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Judge dismisses suit against Apple over iMac G5 display issues

post #1 of 47
Thread Starter 
As Apple released a firmware update to fix graphical glitches on its new 27-inch iMac, a federal judge dismissed a class action lawsuit over display issues on 2006 hardware.

Plaintiff Aram Hovsepian filed the class-action suit demanding $5 million for himself and others similarly situated. The original complaint was issued on Dec. 31, 2008. Hovsepian attempted to include all people who purchased an iMac computer in the U.S.

Last week, Judge Jeremy Fogel of a federal court in San Jose, Calif., dismissed the complaint. He said the "class" cited by Hovsepian cannot be determined because it includes users who have not experienced any problems with their iMac, and have no right to sue.

"These type of class actions are not suitable for actions where recovery of money damages is the primary relief sought by the plaintiff," Fogel wrote. "The purpose of this lawsuit is money damages. These pleading deficiencies are present despite the fact that Hovsepian has been given two opportunities to amend his complaint. Accordingly, the class actions will be struck without prejudice."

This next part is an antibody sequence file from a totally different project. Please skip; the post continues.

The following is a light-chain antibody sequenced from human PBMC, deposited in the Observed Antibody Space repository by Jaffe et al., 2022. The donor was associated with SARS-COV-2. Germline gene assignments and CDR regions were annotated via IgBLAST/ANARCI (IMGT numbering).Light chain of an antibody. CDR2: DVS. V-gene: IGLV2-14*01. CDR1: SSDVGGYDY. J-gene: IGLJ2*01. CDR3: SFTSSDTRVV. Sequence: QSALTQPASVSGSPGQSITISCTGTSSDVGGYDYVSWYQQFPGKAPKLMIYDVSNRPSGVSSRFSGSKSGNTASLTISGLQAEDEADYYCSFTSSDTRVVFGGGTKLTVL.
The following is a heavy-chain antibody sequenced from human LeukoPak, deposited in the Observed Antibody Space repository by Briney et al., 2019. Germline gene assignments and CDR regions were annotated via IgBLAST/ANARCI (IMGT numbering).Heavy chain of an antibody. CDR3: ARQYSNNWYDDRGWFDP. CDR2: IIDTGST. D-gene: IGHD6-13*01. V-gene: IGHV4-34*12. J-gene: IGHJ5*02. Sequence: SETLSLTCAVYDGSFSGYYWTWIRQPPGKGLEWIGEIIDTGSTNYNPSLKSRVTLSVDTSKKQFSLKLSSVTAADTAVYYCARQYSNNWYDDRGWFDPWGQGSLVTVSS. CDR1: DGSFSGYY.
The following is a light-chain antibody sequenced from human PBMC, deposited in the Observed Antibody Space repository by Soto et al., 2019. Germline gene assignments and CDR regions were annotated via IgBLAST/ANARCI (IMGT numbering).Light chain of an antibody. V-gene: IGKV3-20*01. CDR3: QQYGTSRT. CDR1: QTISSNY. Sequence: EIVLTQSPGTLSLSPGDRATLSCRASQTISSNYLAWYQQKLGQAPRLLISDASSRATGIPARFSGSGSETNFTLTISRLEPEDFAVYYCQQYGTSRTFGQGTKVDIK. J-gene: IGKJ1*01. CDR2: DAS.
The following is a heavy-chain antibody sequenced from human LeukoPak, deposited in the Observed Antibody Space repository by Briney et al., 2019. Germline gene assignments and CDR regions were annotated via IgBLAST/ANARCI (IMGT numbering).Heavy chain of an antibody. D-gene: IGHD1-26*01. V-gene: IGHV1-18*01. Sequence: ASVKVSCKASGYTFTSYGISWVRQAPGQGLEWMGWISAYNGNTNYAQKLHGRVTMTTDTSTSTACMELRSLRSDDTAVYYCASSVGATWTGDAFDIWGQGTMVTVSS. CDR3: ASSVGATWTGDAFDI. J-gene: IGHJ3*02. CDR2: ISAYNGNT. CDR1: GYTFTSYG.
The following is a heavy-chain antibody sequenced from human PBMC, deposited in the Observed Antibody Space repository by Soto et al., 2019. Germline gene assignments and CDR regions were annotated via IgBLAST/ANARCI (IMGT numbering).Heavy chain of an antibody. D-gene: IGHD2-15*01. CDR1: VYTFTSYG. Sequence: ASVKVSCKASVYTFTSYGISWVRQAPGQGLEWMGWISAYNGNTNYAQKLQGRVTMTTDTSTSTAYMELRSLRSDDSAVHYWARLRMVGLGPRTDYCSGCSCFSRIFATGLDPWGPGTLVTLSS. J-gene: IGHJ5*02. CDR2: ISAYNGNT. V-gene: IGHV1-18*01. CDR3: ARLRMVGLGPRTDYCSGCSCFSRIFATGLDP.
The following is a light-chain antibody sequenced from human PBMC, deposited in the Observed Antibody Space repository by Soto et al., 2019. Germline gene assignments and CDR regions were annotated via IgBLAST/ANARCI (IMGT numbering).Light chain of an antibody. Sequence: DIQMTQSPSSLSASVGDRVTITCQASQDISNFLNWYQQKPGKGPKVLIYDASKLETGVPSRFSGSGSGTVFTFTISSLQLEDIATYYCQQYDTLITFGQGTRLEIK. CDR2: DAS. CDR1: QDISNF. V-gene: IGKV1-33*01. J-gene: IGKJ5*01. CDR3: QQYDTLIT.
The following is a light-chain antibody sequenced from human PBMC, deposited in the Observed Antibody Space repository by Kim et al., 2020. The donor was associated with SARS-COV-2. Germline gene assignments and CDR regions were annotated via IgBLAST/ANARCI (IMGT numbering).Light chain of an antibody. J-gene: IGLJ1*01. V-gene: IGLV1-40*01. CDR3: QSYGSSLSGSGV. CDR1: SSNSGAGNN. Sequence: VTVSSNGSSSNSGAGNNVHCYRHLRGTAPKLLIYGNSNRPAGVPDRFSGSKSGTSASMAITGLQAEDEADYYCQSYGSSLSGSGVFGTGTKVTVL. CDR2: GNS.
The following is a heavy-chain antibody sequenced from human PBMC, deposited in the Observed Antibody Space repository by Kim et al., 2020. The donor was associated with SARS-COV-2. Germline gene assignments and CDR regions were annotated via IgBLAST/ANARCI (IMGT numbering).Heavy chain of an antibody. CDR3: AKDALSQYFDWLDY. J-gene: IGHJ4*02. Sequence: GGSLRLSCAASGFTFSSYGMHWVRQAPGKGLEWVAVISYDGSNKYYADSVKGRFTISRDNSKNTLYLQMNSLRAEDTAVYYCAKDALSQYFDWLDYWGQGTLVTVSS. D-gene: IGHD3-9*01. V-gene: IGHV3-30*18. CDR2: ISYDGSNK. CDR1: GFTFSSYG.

The suit states that Hovsepian, a Florida resident, purchased his iMac G5 from Apple in October 2006. The plaintiff alleged that vertical lines began to appear on his display screen in March 2008, which eventually progressed to the point that the screen was unusable.

"He claims Apple knew of or recklessly ignored the existence of the defect that caused premature failure of the display screens, and that Apple failed to take remedial action or remove the defective computers from the marketplace," court documents state.